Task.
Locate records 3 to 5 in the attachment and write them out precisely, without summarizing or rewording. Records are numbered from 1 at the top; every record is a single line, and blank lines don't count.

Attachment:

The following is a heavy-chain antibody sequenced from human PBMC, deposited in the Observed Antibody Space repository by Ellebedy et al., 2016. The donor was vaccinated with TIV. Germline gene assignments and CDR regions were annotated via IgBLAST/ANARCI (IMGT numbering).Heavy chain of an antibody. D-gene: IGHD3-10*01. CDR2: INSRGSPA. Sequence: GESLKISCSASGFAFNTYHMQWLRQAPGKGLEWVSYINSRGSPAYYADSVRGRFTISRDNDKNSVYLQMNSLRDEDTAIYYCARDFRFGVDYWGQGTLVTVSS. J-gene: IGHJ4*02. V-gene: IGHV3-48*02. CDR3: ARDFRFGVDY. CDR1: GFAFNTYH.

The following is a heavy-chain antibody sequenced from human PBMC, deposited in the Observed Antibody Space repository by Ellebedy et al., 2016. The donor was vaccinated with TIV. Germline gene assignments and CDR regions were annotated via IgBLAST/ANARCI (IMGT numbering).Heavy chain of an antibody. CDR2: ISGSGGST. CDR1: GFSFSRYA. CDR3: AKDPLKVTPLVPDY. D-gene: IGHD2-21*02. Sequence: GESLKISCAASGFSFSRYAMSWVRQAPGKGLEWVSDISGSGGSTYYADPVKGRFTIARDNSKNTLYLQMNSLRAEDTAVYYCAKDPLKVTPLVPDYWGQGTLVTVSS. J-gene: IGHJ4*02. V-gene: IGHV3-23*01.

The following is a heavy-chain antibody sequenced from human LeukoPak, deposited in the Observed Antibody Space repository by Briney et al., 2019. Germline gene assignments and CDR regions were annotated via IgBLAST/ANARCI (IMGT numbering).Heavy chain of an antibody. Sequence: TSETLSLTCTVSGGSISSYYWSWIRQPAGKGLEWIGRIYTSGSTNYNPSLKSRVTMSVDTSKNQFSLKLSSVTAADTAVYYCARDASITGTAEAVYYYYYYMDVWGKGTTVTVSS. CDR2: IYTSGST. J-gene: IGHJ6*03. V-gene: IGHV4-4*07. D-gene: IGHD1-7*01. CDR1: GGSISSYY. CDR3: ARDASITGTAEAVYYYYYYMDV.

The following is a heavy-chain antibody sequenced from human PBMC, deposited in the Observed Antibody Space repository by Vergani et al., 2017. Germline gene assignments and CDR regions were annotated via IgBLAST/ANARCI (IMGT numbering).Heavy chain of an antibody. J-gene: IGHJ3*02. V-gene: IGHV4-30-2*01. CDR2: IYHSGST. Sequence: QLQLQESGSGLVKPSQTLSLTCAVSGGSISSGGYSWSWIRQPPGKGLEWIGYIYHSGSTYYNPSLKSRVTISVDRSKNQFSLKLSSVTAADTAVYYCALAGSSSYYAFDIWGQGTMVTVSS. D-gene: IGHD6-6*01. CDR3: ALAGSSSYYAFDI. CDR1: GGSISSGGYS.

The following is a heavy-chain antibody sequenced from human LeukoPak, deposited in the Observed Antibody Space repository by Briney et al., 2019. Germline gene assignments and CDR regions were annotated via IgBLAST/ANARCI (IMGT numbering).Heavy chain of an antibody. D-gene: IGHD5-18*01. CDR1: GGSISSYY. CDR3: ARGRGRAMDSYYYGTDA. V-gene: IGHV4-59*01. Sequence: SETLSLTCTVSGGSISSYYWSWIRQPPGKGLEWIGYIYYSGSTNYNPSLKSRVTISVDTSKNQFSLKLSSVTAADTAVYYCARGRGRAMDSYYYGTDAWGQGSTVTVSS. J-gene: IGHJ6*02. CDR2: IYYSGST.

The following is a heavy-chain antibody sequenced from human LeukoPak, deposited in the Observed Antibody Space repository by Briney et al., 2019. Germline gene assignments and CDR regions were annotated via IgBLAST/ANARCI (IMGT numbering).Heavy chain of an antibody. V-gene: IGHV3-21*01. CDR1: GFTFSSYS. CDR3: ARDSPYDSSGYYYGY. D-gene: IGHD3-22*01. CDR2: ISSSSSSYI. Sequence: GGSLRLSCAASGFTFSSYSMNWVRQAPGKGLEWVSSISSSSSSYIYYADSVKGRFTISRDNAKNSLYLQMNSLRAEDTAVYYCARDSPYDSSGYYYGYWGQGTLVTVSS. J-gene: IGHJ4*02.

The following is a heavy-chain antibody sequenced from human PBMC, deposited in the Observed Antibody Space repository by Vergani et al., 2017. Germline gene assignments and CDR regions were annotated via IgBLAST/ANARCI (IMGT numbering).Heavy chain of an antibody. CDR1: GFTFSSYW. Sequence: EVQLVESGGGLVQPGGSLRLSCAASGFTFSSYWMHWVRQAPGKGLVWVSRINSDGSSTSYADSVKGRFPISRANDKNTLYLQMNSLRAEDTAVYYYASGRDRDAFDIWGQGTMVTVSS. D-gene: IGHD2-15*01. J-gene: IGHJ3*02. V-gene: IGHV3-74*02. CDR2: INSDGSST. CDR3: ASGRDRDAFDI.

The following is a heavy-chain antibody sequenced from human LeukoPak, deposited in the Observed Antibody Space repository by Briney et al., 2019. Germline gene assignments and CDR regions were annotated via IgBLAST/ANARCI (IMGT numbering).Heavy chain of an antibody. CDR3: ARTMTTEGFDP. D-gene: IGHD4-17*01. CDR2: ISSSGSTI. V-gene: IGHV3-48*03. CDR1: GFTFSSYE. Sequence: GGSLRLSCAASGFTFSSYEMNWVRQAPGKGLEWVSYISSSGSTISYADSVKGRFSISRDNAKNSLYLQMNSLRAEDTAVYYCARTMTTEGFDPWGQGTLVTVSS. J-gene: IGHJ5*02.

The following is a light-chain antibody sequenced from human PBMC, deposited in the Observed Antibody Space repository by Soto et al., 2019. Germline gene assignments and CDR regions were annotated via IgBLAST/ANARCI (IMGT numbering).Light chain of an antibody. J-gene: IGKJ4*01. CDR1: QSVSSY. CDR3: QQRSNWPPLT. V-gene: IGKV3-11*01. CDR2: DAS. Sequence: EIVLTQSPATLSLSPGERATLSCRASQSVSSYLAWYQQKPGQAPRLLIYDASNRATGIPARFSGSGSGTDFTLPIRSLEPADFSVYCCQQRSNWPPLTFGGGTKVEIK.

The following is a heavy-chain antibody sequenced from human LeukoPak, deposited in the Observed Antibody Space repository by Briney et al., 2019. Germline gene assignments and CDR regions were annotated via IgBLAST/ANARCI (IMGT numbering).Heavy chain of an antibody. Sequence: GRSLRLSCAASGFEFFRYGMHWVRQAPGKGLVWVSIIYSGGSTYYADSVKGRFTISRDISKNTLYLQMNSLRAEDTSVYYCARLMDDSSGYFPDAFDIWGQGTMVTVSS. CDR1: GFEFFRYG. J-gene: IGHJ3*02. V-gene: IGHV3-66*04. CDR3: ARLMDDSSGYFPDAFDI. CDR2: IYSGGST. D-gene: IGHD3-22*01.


The following is a heavy-chain antibody sequenced from human LeukoPak, deposited in the Observed Antibody Space repository by Briney et al., 2019. Germline gene assignments and CDR regions were annotated via IgBLAST/ANARCI (IMGT numbering).Heavy chain of an antibody. Sequence: TSETLSLTCTVSGGSISSYYWSWIRQPAGKGLEWIGRIYTSGSTNYNPSLKSRVTMSVDTSKNQFSLKLSSVTAADTAVYYCARDASITGTAEAVYYYYYYMDVWGKGTTVTVSS. CDR2: IYTSGST. J-gene: IGHJ6*03. V-gene: IGHV4-4*07. D-gene: IGHD1-7*01. CDR1: GGSISSYY. CDR3: ARDASITGTAEAVYYYYYYMDV.

The following is a heavy-chain antibody sequenced from human PBMC, deposited in the Observed Antibody Space repository by Vergani et al., 2017. Germline gene assignments and CDR regions were annotated via IgBLAST/ANARCI (IMGT numbering).Heavy chain of an antibody. J-gene: IGHJ3*02. V-gene: IGHV4-30-2*01. CDR2: IYHSGST. Sequence: QLQLQESGSGLVKPSQTLSLTCAVSGGSISSGGYSWSWIRQPPGKGLEWIGYIYHSGSTYYNPSLKSRVTISVDRSKNQFSLKLSSVTAADTAVYYCALAGSSSYYAFDIWGQGTMVTVSS. D-gene: IGHD6-6*01. CDR3: ALAGSSSYYAFDI. CDR1: GGSISSGGYS.

The following is a heavy-chain antibody sequenced from human LeukoPak, deposited in the Observed Antibody Space repository by Briney et al., 2019. Germline gene assignments and CDR regions were annotated via IgBLAST/ANARCI (IMGT numbering).Heavy chain of an antibody. D-gene: IGHD5-18*01. CDR1: GGSISSYY. CDR3: ARGRGRAMDSYYYGTDA. V-gene: IGHV4-59*01. Sequence: SETLSLTCTVSGGSISSYYWSWIRQPPGKGLEWIGYIYYSGSTNYNPSLKSRVTISVDTSKNQFSLKLSSVTAADTAVYYCARGRGRAMDSYYYGTDAWGQGSTVTVSS. J-gene: IGHJ6*02. CDR2: IYYSGST.